Tag: Marlborough

Nashville (5). The Myth that Churchill Admired Hitler

Nashville (5). The Myth that Churchill Admired Hitler

Part 5 of Win­ston Churchill, Myth and Real­i­ty exam­ines mul­ti­ply­ing fables between the two World Wars. Churchill was an alco­holic, we are often assured. He flip-flopped over Bol­she­vism. All Jews were com­mu­nists, he said. He despised Gand­hi. A clos­et fas­cist, he sup­port­ed Mus­soli­ni. But one tall tale per­haps eclipses all the oth­ers. It is the idea that Churchill admired Hitler. Remarks to the Churchill Soci­ety of Ten­nessee, Nashville, 14 Octo­ber 2017. Con­tin­ued from Part 4

Judging Hitler

It is impor­tant to under­stand just how right Churchill was about Hitler. In May 1935 the Führer wrote a reveal­ing let­ter to the British news­pa­per mag­nate Esmond Harmsworth, Lord Rother­mere, one of his pro­mot­ers.…

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Churchill as Anti-Semite: Rubbish

Churchill as Anti-Semite: Rubbish

A life­long sup­port­er of Zion­ism and the Jews, Win­ston Churchill is some­times labeled an anti-Semi­te. The prof­fered evi­dence, an alleged arti­cle of his, has made the oblig­a­tory rounds of the Internet.

A 1937 arti­cle draft in the Churchill Archives sup­pos­ed­ly proves that Churchill’s off-expressed sym­pa­thy for the Jews was hypocrisy. Churchill was, if this arti­cle is to be believed, a clos­et anti-Semite.

Origins of a Slur

The alle­ga­tions began with a 2007 arti­cle in Britain’s The Inde­pen­dent: “Uncov­ered: Churchill’s Warn­ings About the ‘Hebrew Blood­suck­ers.’”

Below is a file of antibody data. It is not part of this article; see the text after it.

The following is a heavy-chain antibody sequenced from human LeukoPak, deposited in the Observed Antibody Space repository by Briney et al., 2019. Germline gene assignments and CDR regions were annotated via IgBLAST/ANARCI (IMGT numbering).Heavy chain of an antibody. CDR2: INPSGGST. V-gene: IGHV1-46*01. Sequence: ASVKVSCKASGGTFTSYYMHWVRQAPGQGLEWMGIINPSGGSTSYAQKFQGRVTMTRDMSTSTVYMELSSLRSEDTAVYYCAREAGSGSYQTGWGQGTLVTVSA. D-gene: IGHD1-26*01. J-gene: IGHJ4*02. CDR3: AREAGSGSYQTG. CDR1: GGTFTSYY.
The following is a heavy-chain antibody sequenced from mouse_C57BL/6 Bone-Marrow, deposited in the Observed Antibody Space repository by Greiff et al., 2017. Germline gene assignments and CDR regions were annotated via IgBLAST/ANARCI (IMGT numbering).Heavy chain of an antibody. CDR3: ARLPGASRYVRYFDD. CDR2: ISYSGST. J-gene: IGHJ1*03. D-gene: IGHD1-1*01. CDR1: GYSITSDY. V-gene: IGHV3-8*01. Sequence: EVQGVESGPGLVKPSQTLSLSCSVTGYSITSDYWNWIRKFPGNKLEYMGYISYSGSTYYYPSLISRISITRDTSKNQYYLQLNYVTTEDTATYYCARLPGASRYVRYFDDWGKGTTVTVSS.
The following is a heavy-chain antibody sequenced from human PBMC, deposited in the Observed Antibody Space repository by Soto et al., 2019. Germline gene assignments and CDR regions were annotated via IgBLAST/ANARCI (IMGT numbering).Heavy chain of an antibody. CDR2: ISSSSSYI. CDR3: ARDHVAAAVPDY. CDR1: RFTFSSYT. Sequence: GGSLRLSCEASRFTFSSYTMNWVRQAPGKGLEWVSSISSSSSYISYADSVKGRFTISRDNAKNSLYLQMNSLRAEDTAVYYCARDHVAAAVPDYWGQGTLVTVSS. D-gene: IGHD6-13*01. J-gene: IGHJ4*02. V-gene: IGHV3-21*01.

The 1937 draft, “How the Jews Can Com­bat Per­se­cu­tion,” had “appar­ent­ly lain unno­ticed in the Churchill Archives at Cam­bridge since the ear­ly months of the Sec­ond World War,” stat­ed The Inde­pen­dent:

Churchill crit­i­cised the “aloof­ness” of Jew­ish peo­ple from wider soci­ety and urged them to make the effort to inte­grate themselves….Churchill…

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Chartwell and Churchill, 1955

Chartwell and Churchill, 1955

Chartwell, 1955— Here is one of the finest—as it is the most revealing—portraits of Churchill at Chartwell we can read, by the Oxford his­to­ri­an A.L. Rowse, who spent a mem­o­rable day at Churchill’s home.

It gives an insight­ful view of Churchill and Chartwell ten years after World War II, not with­out pathos and sad­ness, for even now he was begin­ning to reflect that he had “achieved a great deal, only to achieve noth­ing in the end”: a thought how­ev­er incon­ceiv­able in his case, but worth pon­der­ing by us all. Read full arti­cle at Hills­dale Col­lege Churchill Project.

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